Congenital amegakaryocytic thrombocytopenia

What is congenital amegakaryocytic thrombocytopenia?

Congenital amegakaryocytic thrombocytopenia (CAMT) is a rare genetic disease characterised by a significantly low amount of megakaryocytes, a kind of bone marrow cell that produces platelets that help with clotting and bleeding prevention. The bone marrow stops producing platelets at first, and it may eventually stop producing red and white blood cells as well.

CAMT is usually diagnosed anywhere from birth to nine months but often in a child’s first month of life. There are two forms of the disease:

  • Group I CAMT—severe, persistent thrombocytopenia (low platelet count) and early onset of pancytopenia (low red and white blood cell count)
  • Group II CAMT—temporary increase in platelets early in life, with possible later development of pancytopenia.

Definition

An isolated constitutional thrombocytopenia characterized by an isolated and severe decrease in the number of platelets and megakaryocytes during the first years of life that develops into bone marrow failure with pancytopenia later in childhood.

Epidemiology

The prevalence of congenital amegakaryocytic thrombocytopenia (CAMT) is unknown, with less than 100 cases recorded in the literature. Furthermore, due to the disease’s complex and variable diagnosis, the incidence may be underestimated.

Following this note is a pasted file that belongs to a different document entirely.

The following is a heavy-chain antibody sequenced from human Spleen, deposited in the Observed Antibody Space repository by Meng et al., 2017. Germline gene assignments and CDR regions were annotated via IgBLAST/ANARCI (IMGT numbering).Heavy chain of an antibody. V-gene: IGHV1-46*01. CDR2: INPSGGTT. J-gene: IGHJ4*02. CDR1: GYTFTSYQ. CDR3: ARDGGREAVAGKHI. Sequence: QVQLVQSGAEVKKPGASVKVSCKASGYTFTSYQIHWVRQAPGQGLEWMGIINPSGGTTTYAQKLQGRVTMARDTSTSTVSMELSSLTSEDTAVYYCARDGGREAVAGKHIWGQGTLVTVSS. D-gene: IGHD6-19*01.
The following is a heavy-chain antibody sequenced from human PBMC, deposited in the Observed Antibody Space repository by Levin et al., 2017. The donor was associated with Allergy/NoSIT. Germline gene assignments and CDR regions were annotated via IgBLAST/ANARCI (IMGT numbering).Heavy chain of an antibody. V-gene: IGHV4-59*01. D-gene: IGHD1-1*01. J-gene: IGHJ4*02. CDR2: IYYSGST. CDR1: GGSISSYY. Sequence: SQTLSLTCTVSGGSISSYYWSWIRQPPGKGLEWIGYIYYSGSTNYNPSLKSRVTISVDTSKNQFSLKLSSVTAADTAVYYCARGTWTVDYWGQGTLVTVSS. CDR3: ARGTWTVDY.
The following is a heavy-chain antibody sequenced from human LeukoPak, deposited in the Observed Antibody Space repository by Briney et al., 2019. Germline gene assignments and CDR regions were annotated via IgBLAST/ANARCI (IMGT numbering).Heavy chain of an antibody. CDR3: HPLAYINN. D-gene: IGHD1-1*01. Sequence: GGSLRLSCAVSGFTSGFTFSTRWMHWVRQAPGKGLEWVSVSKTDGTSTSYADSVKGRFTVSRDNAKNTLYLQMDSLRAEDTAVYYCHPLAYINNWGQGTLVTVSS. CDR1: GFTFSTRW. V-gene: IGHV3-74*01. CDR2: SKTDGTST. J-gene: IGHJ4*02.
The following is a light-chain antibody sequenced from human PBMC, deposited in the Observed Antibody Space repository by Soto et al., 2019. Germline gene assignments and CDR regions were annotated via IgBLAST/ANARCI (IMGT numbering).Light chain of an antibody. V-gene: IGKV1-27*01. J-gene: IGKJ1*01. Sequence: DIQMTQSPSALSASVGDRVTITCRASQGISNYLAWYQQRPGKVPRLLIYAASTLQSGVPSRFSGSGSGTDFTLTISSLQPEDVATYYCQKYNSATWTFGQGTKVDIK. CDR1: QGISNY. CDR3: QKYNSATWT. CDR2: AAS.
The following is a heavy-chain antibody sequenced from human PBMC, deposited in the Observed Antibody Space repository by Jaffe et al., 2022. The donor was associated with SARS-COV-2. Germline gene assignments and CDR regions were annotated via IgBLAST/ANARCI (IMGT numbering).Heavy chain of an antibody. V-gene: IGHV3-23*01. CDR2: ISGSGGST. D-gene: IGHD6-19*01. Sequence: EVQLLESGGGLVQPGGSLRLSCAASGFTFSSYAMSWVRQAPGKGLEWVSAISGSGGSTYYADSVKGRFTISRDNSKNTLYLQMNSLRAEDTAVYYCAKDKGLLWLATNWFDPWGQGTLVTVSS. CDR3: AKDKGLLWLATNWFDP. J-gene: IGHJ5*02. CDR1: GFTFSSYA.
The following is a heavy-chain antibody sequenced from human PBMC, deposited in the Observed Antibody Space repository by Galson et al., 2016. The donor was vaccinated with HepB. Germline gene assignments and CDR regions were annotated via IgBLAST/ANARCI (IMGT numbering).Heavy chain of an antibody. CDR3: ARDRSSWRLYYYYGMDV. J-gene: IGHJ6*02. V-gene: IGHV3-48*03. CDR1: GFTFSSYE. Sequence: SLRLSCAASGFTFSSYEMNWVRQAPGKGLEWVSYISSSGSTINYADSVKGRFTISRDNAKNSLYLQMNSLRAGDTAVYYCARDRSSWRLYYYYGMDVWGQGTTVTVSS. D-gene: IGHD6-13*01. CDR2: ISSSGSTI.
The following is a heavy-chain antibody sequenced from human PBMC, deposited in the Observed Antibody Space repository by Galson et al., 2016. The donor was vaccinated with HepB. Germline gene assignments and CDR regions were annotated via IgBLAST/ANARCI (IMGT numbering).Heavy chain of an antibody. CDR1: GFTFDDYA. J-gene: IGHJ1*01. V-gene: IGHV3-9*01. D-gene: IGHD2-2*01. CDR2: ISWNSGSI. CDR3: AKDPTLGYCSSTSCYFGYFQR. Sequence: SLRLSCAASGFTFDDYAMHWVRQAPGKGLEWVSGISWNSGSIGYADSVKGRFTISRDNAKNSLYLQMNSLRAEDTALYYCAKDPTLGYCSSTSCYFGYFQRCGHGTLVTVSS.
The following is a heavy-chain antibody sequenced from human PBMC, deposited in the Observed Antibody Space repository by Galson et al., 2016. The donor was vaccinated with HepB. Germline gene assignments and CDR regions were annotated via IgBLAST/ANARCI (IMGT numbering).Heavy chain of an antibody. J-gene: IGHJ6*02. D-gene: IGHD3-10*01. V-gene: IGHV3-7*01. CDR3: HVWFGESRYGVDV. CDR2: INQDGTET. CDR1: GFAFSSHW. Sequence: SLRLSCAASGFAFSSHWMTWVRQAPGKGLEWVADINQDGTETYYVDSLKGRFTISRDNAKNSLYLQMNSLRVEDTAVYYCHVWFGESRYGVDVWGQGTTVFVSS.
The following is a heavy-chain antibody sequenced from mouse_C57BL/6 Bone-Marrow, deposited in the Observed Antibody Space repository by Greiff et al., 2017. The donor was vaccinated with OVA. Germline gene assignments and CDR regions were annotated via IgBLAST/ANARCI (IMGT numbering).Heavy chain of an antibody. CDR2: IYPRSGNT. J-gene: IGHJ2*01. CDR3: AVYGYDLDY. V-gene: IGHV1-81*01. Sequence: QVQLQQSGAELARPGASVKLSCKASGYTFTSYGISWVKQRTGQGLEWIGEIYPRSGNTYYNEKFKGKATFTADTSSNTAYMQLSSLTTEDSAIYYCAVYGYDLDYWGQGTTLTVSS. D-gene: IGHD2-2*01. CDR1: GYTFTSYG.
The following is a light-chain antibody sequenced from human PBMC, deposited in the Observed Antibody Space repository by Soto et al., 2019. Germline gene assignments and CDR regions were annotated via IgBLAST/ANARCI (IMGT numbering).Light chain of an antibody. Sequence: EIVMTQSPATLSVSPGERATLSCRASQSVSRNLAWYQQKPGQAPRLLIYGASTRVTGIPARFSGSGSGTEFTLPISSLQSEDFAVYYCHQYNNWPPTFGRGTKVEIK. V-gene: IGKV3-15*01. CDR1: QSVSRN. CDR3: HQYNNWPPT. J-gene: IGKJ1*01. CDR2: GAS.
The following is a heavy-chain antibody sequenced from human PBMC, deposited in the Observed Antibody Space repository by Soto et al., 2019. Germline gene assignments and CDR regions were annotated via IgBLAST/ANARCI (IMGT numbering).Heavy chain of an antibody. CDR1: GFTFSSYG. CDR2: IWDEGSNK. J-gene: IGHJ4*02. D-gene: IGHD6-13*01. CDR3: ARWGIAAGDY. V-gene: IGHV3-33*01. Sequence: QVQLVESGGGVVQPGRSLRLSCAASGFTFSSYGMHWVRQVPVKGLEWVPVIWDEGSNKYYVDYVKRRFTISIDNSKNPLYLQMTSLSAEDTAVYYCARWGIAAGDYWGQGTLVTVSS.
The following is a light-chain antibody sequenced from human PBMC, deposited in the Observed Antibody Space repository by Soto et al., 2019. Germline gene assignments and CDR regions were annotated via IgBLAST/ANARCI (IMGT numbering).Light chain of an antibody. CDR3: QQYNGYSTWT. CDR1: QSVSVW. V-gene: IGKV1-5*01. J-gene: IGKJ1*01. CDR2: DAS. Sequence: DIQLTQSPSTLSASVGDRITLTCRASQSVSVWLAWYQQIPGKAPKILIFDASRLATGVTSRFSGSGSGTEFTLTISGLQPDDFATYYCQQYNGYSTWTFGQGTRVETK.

What are the symptoms of CAMT?

Bruising and bleeding, which can be life-threatening, are symptoms of congenital amegakaryocytic thrombocytopenia. This condition is typically identified in babies who have a skin rash known as ‘petechiae,’ which represents little bleeds beneath the skin, but there may be additional bleeding sites. This disease can be passed down through the generations and can be found in other family members.

Diagnosis of Congenital amegakaryocytic thrombocytopenia (CAMT) ?

A simple blood test can detect thrombocytopenia (low platelet count). A bone marrow examination will be carried out to examine the megakaryocytes (platelet-producing cells) as well as the other blood-forming cells. Patients with CAMT have a mutation in a gene called the c-MPL gene, according to studies. Genetic tests can confirm this rare disorder.

Treatment of Congenital amegakaryocytic thrombocytopenia (CAMT)

Platelet transfusion is used to treat and prevent bleeding in CAMT patients. In the vast majority of cases, a bone marrow or stem cell transplant is required to achieve remission.

Take second opinion on bone marrow transplant

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  • September 7th, 2021

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